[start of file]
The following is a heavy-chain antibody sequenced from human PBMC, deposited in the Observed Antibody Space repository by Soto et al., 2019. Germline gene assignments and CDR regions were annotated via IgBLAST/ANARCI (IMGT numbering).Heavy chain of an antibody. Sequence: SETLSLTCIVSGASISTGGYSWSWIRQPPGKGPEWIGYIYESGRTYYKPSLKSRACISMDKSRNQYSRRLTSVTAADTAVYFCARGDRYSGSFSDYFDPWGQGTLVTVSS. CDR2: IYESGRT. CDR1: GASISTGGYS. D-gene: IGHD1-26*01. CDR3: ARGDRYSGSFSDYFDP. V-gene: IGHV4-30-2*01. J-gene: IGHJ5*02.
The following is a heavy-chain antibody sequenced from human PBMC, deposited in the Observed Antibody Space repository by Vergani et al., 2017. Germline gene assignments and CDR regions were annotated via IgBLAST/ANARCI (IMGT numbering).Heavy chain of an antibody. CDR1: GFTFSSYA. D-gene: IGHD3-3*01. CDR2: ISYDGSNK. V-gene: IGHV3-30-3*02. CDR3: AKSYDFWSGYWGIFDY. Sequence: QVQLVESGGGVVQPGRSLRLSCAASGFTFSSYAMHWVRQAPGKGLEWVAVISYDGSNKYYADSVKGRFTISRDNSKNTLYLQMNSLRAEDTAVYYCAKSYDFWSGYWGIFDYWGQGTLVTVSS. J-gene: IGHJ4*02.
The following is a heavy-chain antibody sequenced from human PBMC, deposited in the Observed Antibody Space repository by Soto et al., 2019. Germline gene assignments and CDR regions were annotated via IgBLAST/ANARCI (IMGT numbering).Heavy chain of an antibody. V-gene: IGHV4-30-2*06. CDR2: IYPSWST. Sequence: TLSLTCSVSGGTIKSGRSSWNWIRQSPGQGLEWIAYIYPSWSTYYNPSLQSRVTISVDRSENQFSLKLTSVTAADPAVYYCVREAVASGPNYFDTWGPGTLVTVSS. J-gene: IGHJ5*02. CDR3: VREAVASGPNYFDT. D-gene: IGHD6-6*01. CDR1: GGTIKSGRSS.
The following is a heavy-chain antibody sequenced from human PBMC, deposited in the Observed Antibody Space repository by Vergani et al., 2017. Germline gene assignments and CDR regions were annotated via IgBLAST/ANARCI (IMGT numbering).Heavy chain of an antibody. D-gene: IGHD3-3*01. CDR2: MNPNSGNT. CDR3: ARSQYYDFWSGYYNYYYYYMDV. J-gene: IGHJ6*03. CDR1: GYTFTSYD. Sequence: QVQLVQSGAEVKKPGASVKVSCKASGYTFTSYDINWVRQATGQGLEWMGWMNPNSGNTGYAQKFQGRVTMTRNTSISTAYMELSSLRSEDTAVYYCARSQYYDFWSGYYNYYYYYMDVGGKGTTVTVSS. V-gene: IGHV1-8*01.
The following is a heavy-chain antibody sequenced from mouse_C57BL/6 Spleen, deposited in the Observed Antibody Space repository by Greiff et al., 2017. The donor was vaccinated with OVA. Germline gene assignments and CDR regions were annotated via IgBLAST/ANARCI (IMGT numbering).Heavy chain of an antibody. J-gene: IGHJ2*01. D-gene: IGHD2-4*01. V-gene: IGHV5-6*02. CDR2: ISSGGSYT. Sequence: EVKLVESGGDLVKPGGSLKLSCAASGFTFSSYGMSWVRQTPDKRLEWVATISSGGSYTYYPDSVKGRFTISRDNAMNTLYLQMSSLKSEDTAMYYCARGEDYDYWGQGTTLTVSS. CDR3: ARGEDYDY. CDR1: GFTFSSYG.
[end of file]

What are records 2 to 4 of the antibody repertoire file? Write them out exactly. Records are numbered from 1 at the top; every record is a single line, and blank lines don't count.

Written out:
The following is a heavy-chain antibody sequenced from human PBMC, deposited in the Observed Antibody Space repository by Vergani et al., 2017. Germline gene assignments and CDR regions were annotated via IgBLAST/ANARCI (IMGT numbering).Heavy chain of an antibody. CDR1: GFTFSSYA. D-gene: IGHD3-3*01. CDR2: ISYDGSNK. V-gene: IGHV3-30-3*02. CDR3: AKSYDFWSGYWGIFDY. Sequence: QVQLVESGGGVVQPGRSLRLSCAASGFTFSSYAMHWVRQAPGKGLEWVAVISYDGSNKYYADSVKGRFTISRDNSKNTLYLQMNSLRAEDTAVYYCAKSYDFWSGYWGIFDYWGQGTLVTVSS. J-gene: IGHJ4*02.
The following is a heavy-chain antibody sequenced from human PBMC, deposited in the Observed Antibody Space repository by Soto et al., 2019. Germline gene assignments and CDR regions were annotated via IgBLAST/ANARCI (IMGT numbering).Heavy chain of an antibody. V-gene: IGHV4-30-2*06. CDR2: IYPSWST. Sequence: TLSLTCSVSGGTIKSGRSSWNWIRQSPGQGLEWIAYIYPSWSTYYNPSLQSRVTISVDRSENQFSLKLTSVTAADPAVYYCVREAVASGPNYFDTWGPGTLVTVSS. J-gene: IGHJ5*02. CDR3: VREAVASGPNYFDT. D-gene: IGHD6-6*01. CDR1: GGTIKSGRSS.
The following is a heavy-chain antibody sequenced from human PBMC, deposited in the Observed Antibody Space repository by Vergani et al., 2017. Germline gene assignments and CDR regions were annotated via IgBLAST/ANARCI (IMGT numbering).Heavy chain of an antibody. D-gene: IGHD3-3*01. CDR2: MNPNSGNT. CDR3: ARSQYYDFWSGYYNYYYYYMDV. J-gene: IGHJ6*03. CDR1: GYTFTSYD. Sequence: QVQLVQSGAEVKKPGASVKVSCKASGYTFTSYDINWVRQATGQGLEWMGWMNPNSGNTGYAQKFQGRVTMTRNTSISTAYMELSSLRSEDTAVYYCARSQYYDFWSGYYNYYYYYMDVGGKGTTVTVSS. V-gene: IGHV1-8*01.